One of the most profound ways Jesus is present to us, giving us peace and strength, is in the Sacrament of Reconciliation. St. Augustine saw the episode with Lazarus as an image of this sacrament. Whenever we sin, our spiritual lives can begin to deaden and we find ourselves in our own tomb of despair or isolation. The call to reconciliation that this Lenten season brings is like Jesus crying out to each one of us, “Lazarus, come out!” Through the words of absolution our sins are forgiven, we are given new life and emerge from the tomb. Then Jesus instructs the priest in the confessional, like he instructed the friends of Lazarus: “Untie him, and let him go.” We are released from the sins that bind us and are restored to full fellowship and communion with God and with the Church, our spiritual family.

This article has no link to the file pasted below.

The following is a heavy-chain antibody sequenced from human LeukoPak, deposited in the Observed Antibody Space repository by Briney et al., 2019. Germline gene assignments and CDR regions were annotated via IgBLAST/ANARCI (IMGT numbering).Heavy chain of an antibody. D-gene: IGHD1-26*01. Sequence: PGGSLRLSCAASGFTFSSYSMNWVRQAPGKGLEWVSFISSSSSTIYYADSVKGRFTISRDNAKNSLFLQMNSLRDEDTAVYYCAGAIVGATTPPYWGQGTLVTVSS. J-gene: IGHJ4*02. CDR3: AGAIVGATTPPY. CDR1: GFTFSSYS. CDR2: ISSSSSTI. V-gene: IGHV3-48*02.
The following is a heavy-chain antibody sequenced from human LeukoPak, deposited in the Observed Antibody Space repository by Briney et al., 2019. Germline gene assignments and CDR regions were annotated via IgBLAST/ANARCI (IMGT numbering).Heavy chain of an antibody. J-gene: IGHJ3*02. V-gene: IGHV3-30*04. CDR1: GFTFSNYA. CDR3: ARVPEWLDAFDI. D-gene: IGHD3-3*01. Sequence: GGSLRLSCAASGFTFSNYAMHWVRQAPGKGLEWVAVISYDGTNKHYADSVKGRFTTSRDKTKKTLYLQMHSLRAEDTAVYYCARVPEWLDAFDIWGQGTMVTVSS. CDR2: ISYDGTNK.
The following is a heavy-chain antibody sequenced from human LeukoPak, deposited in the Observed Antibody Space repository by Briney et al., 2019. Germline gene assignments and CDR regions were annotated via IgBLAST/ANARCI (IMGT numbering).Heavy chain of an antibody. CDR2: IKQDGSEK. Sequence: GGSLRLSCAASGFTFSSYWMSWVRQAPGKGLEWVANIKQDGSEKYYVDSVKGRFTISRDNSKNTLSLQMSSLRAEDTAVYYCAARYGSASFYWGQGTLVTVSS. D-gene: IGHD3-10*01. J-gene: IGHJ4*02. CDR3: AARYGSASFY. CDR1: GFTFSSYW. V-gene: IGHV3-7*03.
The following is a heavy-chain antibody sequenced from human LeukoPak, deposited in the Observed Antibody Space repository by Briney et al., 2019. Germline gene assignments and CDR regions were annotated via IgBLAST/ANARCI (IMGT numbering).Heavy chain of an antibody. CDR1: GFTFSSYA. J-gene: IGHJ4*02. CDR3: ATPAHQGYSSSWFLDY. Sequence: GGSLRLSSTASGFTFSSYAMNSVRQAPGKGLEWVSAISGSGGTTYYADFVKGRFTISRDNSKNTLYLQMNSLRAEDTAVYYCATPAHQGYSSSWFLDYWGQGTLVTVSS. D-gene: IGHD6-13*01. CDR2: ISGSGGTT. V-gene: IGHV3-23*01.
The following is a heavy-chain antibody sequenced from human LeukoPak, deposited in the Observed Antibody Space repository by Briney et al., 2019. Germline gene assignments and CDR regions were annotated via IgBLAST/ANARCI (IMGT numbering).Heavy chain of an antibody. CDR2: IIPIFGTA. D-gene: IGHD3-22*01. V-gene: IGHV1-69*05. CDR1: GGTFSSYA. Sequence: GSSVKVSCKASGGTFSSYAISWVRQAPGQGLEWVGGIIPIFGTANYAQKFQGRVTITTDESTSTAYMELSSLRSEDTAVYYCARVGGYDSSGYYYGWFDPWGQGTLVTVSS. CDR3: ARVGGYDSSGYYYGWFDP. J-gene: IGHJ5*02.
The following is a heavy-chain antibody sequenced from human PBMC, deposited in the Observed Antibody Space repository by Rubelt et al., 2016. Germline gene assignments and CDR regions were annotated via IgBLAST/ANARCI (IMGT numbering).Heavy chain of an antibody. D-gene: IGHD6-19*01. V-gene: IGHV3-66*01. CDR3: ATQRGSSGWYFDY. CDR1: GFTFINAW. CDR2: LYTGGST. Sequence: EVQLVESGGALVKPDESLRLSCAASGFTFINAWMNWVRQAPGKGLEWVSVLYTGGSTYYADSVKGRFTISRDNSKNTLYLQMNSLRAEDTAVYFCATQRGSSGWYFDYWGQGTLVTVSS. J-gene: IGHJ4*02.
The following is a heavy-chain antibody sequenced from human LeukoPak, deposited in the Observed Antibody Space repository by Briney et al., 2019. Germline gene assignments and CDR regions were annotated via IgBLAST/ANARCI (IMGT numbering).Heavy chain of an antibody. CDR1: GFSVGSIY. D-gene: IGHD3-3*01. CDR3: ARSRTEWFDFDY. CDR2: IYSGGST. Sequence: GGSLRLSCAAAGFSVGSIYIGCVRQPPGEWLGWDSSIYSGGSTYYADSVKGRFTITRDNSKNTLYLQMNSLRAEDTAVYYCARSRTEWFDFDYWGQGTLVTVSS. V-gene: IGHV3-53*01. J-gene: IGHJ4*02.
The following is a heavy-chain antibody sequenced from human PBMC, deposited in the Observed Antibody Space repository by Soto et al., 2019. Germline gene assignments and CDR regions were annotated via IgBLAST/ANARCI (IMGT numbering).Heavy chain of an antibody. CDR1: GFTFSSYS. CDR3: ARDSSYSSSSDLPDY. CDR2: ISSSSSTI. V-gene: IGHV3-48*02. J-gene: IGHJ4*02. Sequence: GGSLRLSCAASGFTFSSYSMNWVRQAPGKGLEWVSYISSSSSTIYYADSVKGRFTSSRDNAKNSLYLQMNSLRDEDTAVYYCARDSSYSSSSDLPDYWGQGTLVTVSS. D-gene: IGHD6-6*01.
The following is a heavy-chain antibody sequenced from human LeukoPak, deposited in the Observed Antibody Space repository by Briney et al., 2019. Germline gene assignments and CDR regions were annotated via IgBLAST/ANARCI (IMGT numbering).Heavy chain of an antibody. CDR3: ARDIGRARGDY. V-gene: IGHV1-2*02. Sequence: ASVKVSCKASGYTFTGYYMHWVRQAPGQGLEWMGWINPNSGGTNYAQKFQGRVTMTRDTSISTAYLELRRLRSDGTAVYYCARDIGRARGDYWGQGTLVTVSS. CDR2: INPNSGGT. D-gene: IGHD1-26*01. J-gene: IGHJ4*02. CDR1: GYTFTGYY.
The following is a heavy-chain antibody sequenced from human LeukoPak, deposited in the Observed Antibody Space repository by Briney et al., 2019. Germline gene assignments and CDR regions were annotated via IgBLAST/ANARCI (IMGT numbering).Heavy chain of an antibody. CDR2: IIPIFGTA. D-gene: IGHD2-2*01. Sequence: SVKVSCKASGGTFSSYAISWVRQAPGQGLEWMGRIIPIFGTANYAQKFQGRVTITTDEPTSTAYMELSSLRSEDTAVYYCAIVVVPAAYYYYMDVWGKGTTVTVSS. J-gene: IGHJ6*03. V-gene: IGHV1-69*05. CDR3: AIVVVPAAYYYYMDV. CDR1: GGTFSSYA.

All of this is offered to each one of us, individually, personally, during the remainder of this Lent and beyond. The prayer to the Lord to “come and see” and his call that we be unbound and “let go” – these are how a dying cancer patient can have more peace and strength than those sent to minister to her. When the Lord is present and we are set free, our happiness can be transformed from happiness that fades away to happiness the brings a taste of eternal life. And suffering and death are transformed from a meaningless pain or a senseless end, to experiences that give faith to others by the sheer power of faith in the heart of one who believes. Jesus Christ gives us the hope that with death life is changed, not ended.